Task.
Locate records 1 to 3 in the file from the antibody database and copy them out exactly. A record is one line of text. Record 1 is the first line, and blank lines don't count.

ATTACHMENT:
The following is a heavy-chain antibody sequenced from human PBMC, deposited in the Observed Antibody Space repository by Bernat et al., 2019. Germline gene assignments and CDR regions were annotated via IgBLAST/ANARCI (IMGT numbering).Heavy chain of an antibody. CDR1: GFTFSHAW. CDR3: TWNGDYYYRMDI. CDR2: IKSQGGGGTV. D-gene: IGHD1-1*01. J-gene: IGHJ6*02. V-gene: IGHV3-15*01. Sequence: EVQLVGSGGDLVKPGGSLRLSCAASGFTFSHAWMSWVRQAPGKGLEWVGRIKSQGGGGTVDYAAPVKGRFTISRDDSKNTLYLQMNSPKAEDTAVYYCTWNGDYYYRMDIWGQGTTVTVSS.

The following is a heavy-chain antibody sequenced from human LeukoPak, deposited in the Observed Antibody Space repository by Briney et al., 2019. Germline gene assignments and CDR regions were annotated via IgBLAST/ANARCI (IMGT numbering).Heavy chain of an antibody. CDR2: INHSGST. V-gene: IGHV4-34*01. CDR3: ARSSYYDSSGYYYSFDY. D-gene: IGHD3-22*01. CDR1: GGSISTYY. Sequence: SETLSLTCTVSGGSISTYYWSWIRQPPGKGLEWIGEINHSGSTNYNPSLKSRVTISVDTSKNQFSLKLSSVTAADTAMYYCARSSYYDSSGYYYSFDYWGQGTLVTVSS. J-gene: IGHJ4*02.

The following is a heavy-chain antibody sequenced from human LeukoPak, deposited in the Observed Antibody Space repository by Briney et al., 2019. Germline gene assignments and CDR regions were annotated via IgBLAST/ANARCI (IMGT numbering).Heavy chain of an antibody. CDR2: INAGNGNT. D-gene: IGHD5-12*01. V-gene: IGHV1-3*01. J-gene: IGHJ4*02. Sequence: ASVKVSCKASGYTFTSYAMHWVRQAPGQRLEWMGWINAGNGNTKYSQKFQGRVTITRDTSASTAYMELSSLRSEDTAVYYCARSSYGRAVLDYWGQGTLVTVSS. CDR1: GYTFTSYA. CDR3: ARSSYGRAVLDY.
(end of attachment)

The following is a heavy-chain antibody sequenced from human PBMC, deposited in the Observed Antibody Space repository by Bernat et al., 2019. Germline gene assignments and CDR regions were annotated via IgBLAST/ANARCI (IMGT numbering).Heavy chain of an antibody. CDR1: GFTFSHAW. CDR3: TWNGDYYYRMDI. CDR2: IKSQGGGGTV. D-gene: IGHD1-1*01. J-gene: IGHJ6*02. V-gene: IGHV3-15*01. Sequence: EVQLVGSGGDLVKPGGSLRLSCAASGFTFSHAWMSWVRQAPGKGLEWVGRIKSQGGGGTVDYAAPVKGRFTISRDDSKNTLYLQMNSPKAEDTAVYYCTWNGDYYYRMDIWGQGTTVTVSS.

The following is a heavy-chain antibody sequenced from human LeukoPak, deposited in the Observed Antibody Space repository by Briney et al., 2019. Germline gene assignments and CDR regions were annotated via IgBLAST/ANARCI (IMGT numbering).Heavy chain of an antibody. CDR2: INHSGST. V-gene: IGHV4-34*01. CDR3: ARSSYYDSSGYYYSFDY. D-gene: IGHD3-22*01. CDR1: GGSISTYY. Sequence: SETLSLTCTVSGGSISTYYWSWIRQPPGKGLEWIGEINHSGSTNYNPSLKSRVTISVDTSKNQFSLKLSSVTAADTAMYYCARSSYYDSSGYYYSFDYWGQGTLVTVSS. J-gene: IGHJ4*02.

The following is a heavy-chain antibody sequenced from human LeukoPak, deposited in the Observed Antibody Space repository by Briney et al., 2019. Germline gene assignments and CDR regions were annotated via IgBLAST/ANARCI (IMGT numbering).Heavy chain of an antibody. CDR2: INAGNGNT. D-gene: IGHD5-12*01. V-gene: IGHV1-3*01. J-gene: IGHJ4*02. Sequence: ASVKVSCKASGYTFTSYAMHWVRQAPGQRLEWMGWINAGNGNTKYSQKFQGRVTITRDTSASTAYMELSSLRSEDTAVYYCARSSYGRAVLDYWGQGTLVTVSS. CDR1: GYTFTSYA. CDR3: ARSSYGRAVLDY.